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Water Over the Dam

by Lynne Belluscio

 Thursday night, before dinner,  (and a wonderful dinner it was at the newly renovated Creekside Inn) we stood looking at the Oatka Creek from the deck and commented on how much water was rushing over the dam.  Can’t say that I’ve seen it that high in July. It’s not uncommon in the spring to see a wall of water going over the dam, but the recent rainy weather has saturated the ground and the rain storms seem to dump inches of rain in a short period of time.  Added to that, the rain south of LeRoy swells the creek, even more.  In May 1916, LeRoy was hit by some pretty heavy rain.  On Tuesday and Wednesday May 16th and 17th, LeRoy suffered the worst flood in its history when all local records were broken.  Heavy rains had started on Sunday and continued to midnight of the 16th.  The high water overflowed the nine-foot retaining wall that guarded the old LeRoy Flour Mill.  (Of course this was before the “new” dam was built south of the bridge.)  The old dam was north of the Main Street Bridge and the water surged under the bridge as seen in this postcard.  Written on the back of the post card:  “This is one record high water. 9 feet over dam. two feet higher than ever before.” There was a lot of concern for the new dam that had been built to form Lake LeRoy at Union Corners, south of town.  Three and a half feet of water was rushing over the spillway and it was still rising.  Wilbur Scott, the superintendent of the water plant at Union Corners reported seeing a wall of water two feet high bearing down on the dam and the flow of water over the dam increased to 8 ½ feet.  The telephone lines were out, and they had to send Engineer Rider to town to call Engineer Wells in Rochester to come to LeRoy to monitor the situation. He arrived by train at 9 o’clock but had to walk into town from Limerock because a train that was stalled in the water.  He was driven to the dam and helped organize a group of men to open the dike at the upper end of the lake if it was needed.  But fortunately it wasn’t necessary and the water receded.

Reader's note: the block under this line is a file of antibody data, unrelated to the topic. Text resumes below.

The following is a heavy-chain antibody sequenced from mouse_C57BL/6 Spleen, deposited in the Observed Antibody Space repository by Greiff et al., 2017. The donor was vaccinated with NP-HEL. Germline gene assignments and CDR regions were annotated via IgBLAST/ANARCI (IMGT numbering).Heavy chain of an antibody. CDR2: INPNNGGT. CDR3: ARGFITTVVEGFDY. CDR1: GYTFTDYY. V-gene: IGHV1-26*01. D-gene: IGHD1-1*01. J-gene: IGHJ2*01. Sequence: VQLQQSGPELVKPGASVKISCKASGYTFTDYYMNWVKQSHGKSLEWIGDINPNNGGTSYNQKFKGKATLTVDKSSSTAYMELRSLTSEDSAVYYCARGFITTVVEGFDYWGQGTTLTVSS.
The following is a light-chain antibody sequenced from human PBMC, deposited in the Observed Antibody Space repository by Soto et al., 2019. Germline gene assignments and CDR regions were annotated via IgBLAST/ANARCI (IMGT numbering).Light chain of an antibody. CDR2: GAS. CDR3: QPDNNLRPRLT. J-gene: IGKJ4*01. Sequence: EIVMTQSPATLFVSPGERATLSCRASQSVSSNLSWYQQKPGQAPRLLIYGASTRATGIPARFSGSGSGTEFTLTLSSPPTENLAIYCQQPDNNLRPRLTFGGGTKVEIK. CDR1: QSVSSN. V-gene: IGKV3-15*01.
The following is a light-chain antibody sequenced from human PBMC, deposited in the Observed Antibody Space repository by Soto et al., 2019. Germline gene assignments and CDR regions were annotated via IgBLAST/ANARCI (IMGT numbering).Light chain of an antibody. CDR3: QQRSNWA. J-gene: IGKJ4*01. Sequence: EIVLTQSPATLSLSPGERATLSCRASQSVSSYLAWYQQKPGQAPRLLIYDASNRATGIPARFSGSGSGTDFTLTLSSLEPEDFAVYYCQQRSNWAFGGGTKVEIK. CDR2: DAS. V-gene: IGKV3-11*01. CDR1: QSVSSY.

There was a lot of damage in the Village.  The area west of St. Marks Church along the creek was completely submerged.  The old cooper shop and sawmill on the west side of the creek, north of the Main Street bridge were damaged beyond repair. Eventually they were torn down. The water reached the engine shop of the LeRoy Cotton Mill on Church Street.  Portions of LeRoy Plow Works were flooded, west of Lake Street.  Numerous bridges in Pavilion and Caledonia were washed out. Students walking to school on Black Street  reached the bridge just as it was swept away and they had to turn back and spend the night with friends.   The quarries at General Crushed Stone were filled with water and the B.P. and R railroad switch had washed away.  Trains coming into LeRoy from the south, through Pavilion could not get past the flood...

 

 

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